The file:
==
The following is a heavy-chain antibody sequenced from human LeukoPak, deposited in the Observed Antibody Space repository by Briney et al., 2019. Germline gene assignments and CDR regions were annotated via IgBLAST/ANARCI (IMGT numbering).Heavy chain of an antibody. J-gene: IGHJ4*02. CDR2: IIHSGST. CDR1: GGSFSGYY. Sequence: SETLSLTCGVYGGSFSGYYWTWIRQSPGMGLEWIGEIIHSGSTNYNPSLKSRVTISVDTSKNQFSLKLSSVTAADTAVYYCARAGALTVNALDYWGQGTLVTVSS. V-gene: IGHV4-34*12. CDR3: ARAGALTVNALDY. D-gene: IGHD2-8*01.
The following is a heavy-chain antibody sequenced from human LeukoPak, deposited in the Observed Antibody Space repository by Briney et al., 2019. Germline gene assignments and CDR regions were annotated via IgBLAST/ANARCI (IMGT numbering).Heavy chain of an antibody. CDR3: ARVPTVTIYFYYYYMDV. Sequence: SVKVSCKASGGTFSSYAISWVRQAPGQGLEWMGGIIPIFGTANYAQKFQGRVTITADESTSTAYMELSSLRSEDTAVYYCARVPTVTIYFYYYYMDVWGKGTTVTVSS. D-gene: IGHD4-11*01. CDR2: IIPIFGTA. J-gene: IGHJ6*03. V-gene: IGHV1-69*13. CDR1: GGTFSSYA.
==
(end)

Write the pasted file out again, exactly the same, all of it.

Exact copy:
The following is a heavy-chain antibody sequenced from human LeukoPak, deposited in the Observed Antibody Space repository by Briney et al., 2019. Germline gene assignments and CDR regions were annotated via IgBLAST/ANARCI (IMGT numbering).Heavy chain of an antibody. J-gene: IGHJ4*02. CDR2: IIHSGST. CDR1: GGSFSGYY. Sequence: SETLSLTCGVYGGSFSGYYWTWIRQSPGMGLEWIGEIIHSGSTNYNPSLKSRVTISVDTSKNQFSLKLSSVTAADTAVYYCARAGALTVNALDYWGQGTLVTVSS. V-gene: IGHV4-34*12. CDR3: ARAGALTVNALDY. D-gene: IGHD2-8*01.
The following is a heavy-chain antibody sequenced from human LeukoPak, deposited in the Observed Antibody Space repository by Briney et al., 2019. Germline gene assignments and CDR regions were annotated via IgBLAST/ANARCI (IMGT numbering).Heavy chain of an antibody. CDR3: ARVPTVTIYFYYYYMDV. Sequence: SVKVSCKASGGTFSSYAISWVRQAPGQGLEWMGGIIPIFGTANYAQKFQGRVTITADESTSTAYMELSSLRSEDTAVYYCARVPTVTIYFYYYYMDVWGKGTTVTVSS. D-gene: IGHD4-11*01. CDR2: IIPIFGTA. J-gene: IGHJ6*03. V-gene: IGHV1-69*13. CDR1: GGTFSSYA.